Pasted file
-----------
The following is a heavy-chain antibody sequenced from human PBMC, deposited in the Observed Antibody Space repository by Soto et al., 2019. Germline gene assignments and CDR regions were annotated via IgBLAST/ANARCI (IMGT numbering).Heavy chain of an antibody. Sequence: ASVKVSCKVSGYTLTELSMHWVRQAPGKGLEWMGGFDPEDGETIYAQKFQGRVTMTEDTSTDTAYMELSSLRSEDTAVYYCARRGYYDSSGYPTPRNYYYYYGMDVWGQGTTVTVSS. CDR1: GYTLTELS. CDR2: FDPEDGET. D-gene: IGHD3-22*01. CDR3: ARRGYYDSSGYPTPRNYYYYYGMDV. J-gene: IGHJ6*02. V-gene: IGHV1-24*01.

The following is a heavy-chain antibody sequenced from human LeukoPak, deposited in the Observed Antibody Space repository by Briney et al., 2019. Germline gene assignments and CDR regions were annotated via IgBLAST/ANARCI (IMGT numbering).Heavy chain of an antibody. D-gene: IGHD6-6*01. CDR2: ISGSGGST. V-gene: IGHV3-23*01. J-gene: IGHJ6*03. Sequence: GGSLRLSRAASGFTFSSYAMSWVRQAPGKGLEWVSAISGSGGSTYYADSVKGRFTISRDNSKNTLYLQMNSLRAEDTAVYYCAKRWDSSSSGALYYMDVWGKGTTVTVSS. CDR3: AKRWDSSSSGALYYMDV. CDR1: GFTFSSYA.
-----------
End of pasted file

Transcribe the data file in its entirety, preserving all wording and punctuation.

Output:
The following is a heavy-chain antibody sequenced from human PBMC, deposited in the Observed Antibody Space repository by Soto et al., 2019. Germline gene assignments and CDR regions were annotated via IgBLAST/ANARCI (IMGT numbering).Heavy chain of an antibody. Sequence: ASVKVSCKVSGYTLTELSMHWVRQAPGKGLEWMGGFDPEDGETIYAQKFQGRVTMTEDTSTDTAYMELSSLRSEDTAVYYCARRGYYDSSGYPTPRNYYYYYGMDVWGQGTTVTVSS. CDR1: GYTLTELS. CDR2: FDPEDGET. D-gene: IGHD3-22*01. CDR3: ARRGYYDSSGYPTPRNYYYYYGMDV. J-gene: IGHJ6*02. V-gene: IGHV1-24*01.

The following is a heavy-chain antibody sequenced from human LeukoPak, deposited in the Observed Antibody Space repository by Briney et al., 2019. Germline gene assignments and CDR regions were annotated via IgBLAST/ANARCI (IMGT numbering).Heavy chain of an antibody. D-gene: IGHD6-6*01. CDR2: ISGSGGST. V-gene: IGHV3-23*01. J-gene: IGHJ6*03. Sequence: GGSLRLSRAASGFTFSSYAMSWVRQAPGKGLEWVSAISGSGGSTYYADSVKGRFTISRDNSKNTLYLQMNSLRAEDTAVYYCAKRWDSSSSGALYYMDVWGKGTTVTVSS. CDR3: AKRWDSSSSGALYYMDV. CDR1: GFTFSSYA.